Weather Singularities over Alaska?

A Case Study in Climate Research

by

Jan Curtis

(Alaska Climate Research Center,   University of Alaska, Fairbanks)

 
Sun's Transit from Fairbanks over the Alaska Range on 14 December 2000.
Multiple exposures taken 20 minutes apart starting at 11:15AM local time.

Just as the scalpel is an essential instrument for the surgeon, statistics is the tool of choice for the climatologist.  Sorting through years of hourly and daily weather data in the search for a trend or recognizable pattern is a daunting task.  The importance for finding order out of all this apparent chaos will in part help answer critical questions about our survival as a species.  For example, are the much-debated claims of global warming really based on scientific facts, and if so, what is its cause?

By the way, just what is global warming anyway?  The earth has been warming and cooling long before man first appeared on the scene.  So why is it an issue today?  As many people are starting to realize, statistics cannot be used to prove or disprove anything but only to show a correlation and not causality.  This distinction is important and often confuses more than clarifies.  Facts are claimed as truth when they may only be possibilities.  However, when used correctly, statistics can, at the very least, give researchers clues for which direction to head towards for the best answers and solutions.

When using a climate record from any weather station, homogeneity of data is rarely found.  Over the years, data becomes less uniform because of the use of different weather sensors, infrequent calibration of aging equipment, different weather observer experience, changing observer techniques and reporting procedures, and slight changes to a station's location or its immediate surroundings.   These factors all can have serious implications on data reliability.  Additionally, there's always the possibility for human error when transcribing the data and sometimes the equipment is malfunctioning without being noticed.  Attempts to fill in these inaccuracies and gaps, especially over the long term, are difficult.  So depending on what assumptions are made to normalize the weather record will very much determine its final quality and usability.  Fortunately, the science of meteorology overall is improving.

Weather forecasting has come a long way since the era of satellite remote sensing and the use of dense surface weather station networks.  With the introduction of the Next Generation Radar (NEXRAD), Automated Surface Observing System (ASOS), and weather satellite atmospheric sounders, data availability and quality are improving.  We are beginning to understand the relationship with various atmospheric indices, such as El Nio Southern Oscillation (ENSO), perhaps being the most famous one.  While these events are more or less predictable several years in advance, and we know in general what type of seasonal weather will occur, the ultimate cause for these regional and global weather pattern shifts are still not fully understood.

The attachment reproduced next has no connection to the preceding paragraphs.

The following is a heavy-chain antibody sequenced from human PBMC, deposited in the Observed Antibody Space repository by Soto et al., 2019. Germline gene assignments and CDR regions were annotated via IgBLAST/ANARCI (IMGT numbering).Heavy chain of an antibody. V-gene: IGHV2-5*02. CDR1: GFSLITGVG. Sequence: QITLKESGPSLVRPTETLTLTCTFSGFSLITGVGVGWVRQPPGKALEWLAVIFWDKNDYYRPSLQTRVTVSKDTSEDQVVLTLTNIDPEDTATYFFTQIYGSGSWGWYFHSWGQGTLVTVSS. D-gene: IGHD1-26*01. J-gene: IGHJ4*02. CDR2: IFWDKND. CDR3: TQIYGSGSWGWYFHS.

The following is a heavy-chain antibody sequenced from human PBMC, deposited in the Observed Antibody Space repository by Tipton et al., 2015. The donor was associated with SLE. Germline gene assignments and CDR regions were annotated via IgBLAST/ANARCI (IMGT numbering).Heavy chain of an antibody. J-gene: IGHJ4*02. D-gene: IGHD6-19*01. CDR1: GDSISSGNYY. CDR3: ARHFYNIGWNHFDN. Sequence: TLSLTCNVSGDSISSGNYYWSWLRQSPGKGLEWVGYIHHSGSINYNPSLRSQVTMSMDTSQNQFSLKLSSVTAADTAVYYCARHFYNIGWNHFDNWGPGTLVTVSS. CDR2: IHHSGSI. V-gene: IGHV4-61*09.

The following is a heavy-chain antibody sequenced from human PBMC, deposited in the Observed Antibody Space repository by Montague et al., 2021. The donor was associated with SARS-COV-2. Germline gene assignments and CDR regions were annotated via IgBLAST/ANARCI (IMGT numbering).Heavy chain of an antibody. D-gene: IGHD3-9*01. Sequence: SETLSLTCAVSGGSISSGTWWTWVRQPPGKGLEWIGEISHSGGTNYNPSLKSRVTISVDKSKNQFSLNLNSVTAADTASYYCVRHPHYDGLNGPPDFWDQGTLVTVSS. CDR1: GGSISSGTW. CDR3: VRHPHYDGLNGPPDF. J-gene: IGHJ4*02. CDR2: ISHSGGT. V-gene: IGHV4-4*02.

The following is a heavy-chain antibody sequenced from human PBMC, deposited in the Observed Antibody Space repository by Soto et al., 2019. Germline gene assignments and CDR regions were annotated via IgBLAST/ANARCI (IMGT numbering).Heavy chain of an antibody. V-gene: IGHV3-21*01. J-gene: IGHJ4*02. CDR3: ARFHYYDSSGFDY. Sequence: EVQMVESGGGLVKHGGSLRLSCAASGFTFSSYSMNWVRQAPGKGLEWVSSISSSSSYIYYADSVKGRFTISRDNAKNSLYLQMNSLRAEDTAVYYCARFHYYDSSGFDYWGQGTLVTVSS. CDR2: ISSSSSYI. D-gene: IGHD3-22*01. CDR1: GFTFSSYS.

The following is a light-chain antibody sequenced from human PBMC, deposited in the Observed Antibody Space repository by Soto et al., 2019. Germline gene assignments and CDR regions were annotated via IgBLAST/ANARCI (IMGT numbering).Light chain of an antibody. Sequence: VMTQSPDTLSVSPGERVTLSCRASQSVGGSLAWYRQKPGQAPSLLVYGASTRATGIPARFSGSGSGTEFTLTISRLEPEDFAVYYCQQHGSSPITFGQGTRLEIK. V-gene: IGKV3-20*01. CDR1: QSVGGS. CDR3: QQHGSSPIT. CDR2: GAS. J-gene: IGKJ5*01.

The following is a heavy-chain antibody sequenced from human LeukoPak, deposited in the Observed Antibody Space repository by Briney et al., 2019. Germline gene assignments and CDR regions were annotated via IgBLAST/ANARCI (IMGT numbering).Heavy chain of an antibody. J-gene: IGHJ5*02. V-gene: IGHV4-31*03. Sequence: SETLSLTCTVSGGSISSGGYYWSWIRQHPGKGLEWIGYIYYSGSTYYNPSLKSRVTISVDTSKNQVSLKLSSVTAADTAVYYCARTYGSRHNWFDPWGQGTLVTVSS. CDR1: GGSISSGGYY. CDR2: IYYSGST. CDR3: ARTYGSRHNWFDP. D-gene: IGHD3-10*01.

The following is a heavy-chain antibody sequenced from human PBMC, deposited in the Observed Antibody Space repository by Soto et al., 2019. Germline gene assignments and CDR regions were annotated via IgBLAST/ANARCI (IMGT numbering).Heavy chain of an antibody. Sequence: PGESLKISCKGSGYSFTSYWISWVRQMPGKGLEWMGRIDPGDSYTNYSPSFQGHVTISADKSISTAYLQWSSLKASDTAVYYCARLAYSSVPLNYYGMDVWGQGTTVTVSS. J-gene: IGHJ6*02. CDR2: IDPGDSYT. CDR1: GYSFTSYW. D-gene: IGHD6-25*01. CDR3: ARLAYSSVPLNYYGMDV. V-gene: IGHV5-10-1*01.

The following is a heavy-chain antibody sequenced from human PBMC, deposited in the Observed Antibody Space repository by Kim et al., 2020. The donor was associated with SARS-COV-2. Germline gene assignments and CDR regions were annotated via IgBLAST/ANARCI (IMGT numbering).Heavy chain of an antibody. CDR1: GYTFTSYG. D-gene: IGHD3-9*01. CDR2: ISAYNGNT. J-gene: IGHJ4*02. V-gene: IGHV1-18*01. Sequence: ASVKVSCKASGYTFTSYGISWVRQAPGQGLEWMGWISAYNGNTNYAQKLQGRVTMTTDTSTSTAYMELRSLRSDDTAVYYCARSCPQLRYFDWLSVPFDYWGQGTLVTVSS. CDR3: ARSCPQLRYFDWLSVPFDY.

There are however, weather events that are predictable almost to the hour (diurnal variation) or to the day (annual cycle) with remarkable regularity.  Known in the scientific literature as "weather singularity" (Huschke 1959), these events have a known physical explanation.  On a local scale, the land-sea breeze or mountain-valley breeze will occur when the temperature difference between two adjacent but dissimilar topographical or geographical areas reaches a known threshold that induces a localized circulation.  In the tropics, rainfall follows the diurnal surface pressure cycle with showers occurring around 4AM and 4PM.  On the regional scale, the monsoons over India or over the southwest US occur when the summer land heats faster than the nearby ocean, thus inducing rising air that condenses over land.  This effect is enhanced when moist air from the ocean is forced inland and up against mountain ranges.  While these events occasionally fail to materialize on fixed schedule, over the long term, they appear with a very high degree of repeatability thus making their forecast very reliable.

Another singularity, such as the famous "January Thaw" over New England (C.M. Godfrey, et al. 2001) is probably nothing more than the general public's first awareness that winter's cold grip has finally let up.  It's the rare or unusual departure from normal (average) that gets remembered while the common or mundane is taken for granted.  If the weather record is long enough, exceptional weather events are averaged out and the resulting data is uniform with no abrupt changes from day to day.  This principle works assuming the climate doesn't change over the centuries.  Of course, paleoclimatology, the study of ancient climates, shows that the climate is always changing, and sometimes quite rapidly over a period of just a few decades.


Figure 1: Selected Alaskan stations used in Figure 2.

A similar phenomenon as the January thaw may occur over a large part of Alaska (Figure 1).  Looking at the daily average temperatures over Interior Alaska (Figure 2), a couple of remarkable reversals in temperature occur during the coldest time of year.  What makes these departures interesting is that they occur at a time when the sun is unable to heat the atmosphere due to its very low altitude and very short time above the horizon (as depicted above).

Looking at the daily running average temperatures for a number of stations around the state shows very similar tendencies.  These long-term records help to verify that the data from Fairbanks (the city used to test our hypothesis) is consistent with other surrounding stations.

 
Figure 2: Long-term average daily temperatures for several Alaskan stations (period of record >30 years) were smoothed by taking 5-day running averages twice. Average temperatures over Alaska generally decrease uniformly with increasing latitude, except near coastlines (i.e., Bethel (1) & Kotzebue (11) in Figure 1).